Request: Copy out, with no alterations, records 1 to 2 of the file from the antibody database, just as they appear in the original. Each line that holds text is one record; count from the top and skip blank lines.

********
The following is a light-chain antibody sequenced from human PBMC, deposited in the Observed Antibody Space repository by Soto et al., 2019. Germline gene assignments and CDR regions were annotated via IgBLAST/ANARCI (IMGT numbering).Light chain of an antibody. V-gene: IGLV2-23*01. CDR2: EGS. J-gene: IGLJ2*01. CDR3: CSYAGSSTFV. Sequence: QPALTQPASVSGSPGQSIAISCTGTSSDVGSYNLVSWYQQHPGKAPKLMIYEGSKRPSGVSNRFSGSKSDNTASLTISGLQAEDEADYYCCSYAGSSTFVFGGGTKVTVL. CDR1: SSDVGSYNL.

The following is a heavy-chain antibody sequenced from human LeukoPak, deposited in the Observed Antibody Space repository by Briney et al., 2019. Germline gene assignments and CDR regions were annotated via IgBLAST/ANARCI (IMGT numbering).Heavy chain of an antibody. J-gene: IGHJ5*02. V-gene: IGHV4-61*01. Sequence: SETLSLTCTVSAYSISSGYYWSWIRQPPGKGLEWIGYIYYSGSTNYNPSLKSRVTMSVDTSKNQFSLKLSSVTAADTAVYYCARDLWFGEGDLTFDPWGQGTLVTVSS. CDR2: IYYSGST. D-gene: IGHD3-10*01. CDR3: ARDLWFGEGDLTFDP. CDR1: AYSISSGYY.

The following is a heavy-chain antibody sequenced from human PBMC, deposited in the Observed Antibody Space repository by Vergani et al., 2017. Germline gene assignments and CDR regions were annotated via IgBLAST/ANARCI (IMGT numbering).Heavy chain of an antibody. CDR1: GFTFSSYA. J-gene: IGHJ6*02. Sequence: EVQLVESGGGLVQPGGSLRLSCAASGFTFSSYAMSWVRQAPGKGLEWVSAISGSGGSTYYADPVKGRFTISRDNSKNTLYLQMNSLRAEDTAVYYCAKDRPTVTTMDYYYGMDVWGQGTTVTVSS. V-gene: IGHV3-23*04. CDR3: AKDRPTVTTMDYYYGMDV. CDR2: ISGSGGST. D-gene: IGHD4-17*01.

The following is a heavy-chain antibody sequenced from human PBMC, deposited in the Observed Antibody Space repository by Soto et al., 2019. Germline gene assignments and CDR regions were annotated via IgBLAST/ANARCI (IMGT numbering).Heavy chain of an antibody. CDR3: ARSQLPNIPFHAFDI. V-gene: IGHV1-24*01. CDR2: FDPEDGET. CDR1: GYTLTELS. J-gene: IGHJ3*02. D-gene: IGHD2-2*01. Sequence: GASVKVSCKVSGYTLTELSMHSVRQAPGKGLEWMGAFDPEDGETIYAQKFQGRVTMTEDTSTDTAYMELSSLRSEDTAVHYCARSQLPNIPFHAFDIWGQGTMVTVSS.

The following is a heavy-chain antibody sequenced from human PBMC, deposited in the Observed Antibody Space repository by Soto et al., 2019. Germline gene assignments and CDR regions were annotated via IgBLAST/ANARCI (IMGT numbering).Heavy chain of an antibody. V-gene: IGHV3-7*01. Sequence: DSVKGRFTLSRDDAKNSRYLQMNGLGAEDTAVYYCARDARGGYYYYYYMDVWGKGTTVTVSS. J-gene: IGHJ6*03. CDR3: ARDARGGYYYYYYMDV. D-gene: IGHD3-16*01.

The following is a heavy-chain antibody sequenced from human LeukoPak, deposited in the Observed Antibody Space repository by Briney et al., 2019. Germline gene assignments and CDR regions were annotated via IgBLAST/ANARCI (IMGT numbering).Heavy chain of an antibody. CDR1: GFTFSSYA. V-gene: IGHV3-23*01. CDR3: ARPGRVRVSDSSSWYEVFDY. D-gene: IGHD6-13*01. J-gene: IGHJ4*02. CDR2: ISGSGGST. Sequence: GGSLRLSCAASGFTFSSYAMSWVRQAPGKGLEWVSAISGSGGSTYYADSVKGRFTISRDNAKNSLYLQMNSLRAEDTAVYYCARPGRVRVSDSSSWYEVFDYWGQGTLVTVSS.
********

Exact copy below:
The following is a light-chain antibody sequenced from human PBMC, deposited in the Observed Antibody Space repository by Soto et al., 2019. Germline gene assignments and CDR regions were annotated via IgBLAST/ANARCI (IMGT numbering).Light chain of an antibody. V-gene: IGLV2-23*01. CDR2: EGS. J-gene: IGLJ2*01. CDR3: CSYAGSSTFV. Sequence: QPALTQPASVSGSPGQSIAISCTGTSSDVGSYNLVSWYQQHPGKAPKLMIYEGSKRPSGVSNRFSGSKSDNTASLTISGLQAEDEADYYCCSYAGSSTFVFGGGTKVTVL. CDR1: SSDVGSYNL.

The following is a heavy-chain antibody sequenced from human LeukoPak, deposited in the Observed Antibody Space repository by Briney et al., 2019. Germline gene assignments and CDR regions were annotated via IgBLAST/ANARCI (IMGT numbering).Heavy chain of an antibody. J-gene: IGHJ5*02. V-gene: IGHV4-61*01. Sequence: SETLSLTCTVSAYSISSGYYWSWIRQPPGKGLEWIGYIYYSGSTNYNPSLKSRVTMSVDTSKNQFSLKLSSVTAADTAVYYCARDLWFGEGDLTFDPWGQGTLVTVSS. CDR2: IYYSGST. D-gene: IGHD3-10*01. CDR3: ARDLWFGEGDLTFDP. CDR1: AYSISSGYY.